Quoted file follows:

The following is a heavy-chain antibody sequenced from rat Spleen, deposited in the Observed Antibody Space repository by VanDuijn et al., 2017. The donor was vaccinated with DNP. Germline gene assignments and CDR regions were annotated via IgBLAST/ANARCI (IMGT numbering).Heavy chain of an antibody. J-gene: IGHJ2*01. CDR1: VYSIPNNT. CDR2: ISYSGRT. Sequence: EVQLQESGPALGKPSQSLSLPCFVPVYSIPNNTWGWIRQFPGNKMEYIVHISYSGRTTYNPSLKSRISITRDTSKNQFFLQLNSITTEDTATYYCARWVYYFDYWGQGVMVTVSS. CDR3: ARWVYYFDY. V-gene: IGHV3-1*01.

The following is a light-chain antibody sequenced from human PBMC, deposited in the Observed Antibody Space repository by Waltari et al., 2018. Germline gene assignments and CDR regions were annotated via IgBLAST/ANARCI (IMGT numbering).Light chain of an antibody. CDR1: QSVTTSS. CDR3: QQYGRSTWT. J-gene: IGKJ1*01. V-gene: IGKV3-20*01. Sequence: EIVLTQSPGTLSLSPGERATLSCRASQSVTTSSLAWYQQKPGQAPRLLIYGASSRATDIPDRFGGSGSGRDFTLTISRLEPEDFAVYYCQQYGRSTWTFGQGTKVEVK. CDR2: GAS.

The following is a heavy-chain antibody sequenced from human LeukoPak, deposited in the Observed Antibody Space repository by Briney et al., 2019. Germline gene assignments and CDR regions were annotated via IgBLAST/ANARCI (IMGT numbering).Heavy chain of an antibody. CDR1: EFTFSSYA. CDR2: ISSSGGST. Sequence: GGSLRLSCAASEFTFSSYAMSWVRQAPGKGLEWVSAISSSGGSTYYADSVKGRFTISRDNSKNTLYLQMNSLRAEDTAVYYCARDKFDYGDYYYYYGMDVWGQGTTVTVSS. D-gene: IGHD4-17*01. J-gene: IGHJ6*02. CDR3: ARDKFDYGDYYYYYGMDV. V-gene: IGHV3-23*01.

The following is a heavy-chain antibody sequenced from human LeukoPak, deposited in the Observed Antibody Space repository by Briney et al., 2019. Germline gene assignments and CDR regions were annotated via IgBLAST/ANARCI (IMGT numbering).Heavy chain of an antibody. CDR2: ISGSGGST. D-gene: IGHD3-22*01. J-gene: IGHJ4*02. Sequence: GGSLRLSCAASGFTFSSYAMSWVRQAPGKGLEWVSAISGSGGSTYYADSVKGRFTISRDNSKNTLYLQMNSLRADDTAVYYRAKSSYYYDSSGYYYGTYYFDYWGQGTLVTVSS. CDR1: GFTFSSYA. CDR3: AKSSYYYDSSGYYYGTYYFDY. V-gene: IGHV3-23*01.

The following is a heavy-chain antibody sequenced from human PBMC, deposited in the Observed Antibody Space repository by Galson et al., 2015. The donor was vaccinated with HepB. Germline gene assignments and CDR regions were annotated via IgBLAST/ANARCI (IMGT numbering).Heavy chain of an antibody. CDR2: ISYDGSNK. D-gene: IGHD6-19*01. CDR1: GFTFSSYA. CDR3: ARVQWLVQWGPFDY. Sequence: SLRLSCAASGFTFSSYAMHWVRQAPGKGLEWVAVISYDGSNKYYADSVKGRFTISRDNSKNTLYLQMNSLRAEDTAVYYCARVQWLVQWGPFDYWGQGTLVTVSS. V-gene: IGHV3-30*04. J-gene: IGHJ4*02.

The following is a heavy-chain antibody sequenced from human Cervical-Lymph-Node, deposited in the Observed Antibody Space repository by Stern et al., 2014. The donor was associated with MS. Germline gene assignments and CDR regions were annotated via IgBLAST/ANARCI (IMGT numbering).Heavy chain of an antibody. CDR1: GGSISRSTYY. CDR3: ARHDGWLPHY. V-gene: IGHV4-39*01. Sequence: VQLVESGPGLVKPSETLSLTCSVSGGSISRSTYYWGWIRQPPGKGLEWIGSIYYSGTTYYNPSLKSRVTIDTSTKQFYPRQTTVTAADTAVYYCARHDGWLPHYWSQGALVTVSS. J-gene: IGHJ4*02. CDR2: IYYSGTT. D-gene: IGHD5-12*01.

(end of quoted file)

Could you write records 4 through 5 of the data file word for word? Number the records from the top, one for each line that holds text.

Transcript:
The following is a heavy-chain antibody sequenced from human LeukoPak, deposited in the Observed Antibody Space repository by Briney et al., 2019. Germline gene assignments and CDR regions were annotated via IgBLAST/ANARCI (IMGT numbering).Heavy chain of an antibody. CDR2: ISGSGGST. D-gene: IGHD3-22*01. J-gene: IGHJ4*02. Sequence: GGSLRLSCAASGFTFSSYAMSWVRQAPGKGLEWVSAISGSGGSTYYADSVKGRFTISRDNSKNTLYLQMNSLRADDTAVYYRAKSSYYYDSSGYYYGTYYFDYWGQGTLVTVSS. CDR1: GFTFSSYA. CDR3: AKSSYYYDSSGYYYGTYYFDY. V-gene: IGHV3-23*01.

The following is a heavy-chain antibody sequenced from human PBMC, deposited in the Observed Antibody Space repository by Galson et al., 2015. The donor was vaccinated with HepB. Germline gene assignments and CDR regions were annotated via IgBLAST/ANARCI (IMGT numbering).Heavy chain of an antibody. CDR2: ISYDGSNK. D-gene: IGHD6-19*01. CDR1: GFTFSSYA. CDR3: ARVQWLVQWGPFDY. Sequence: SLRLSCAASGFTFSSYAMHWVRQAPGKGLEWVAVISYDGSNKYYADSVKGRFTISRDNSKNTLYLQMNSLRAEDTAVYYCARVQWLVQWGPFDYWGQGTLVTVSS. V-gene: IGHV3-30*04. J-gene: IGHJ4*02.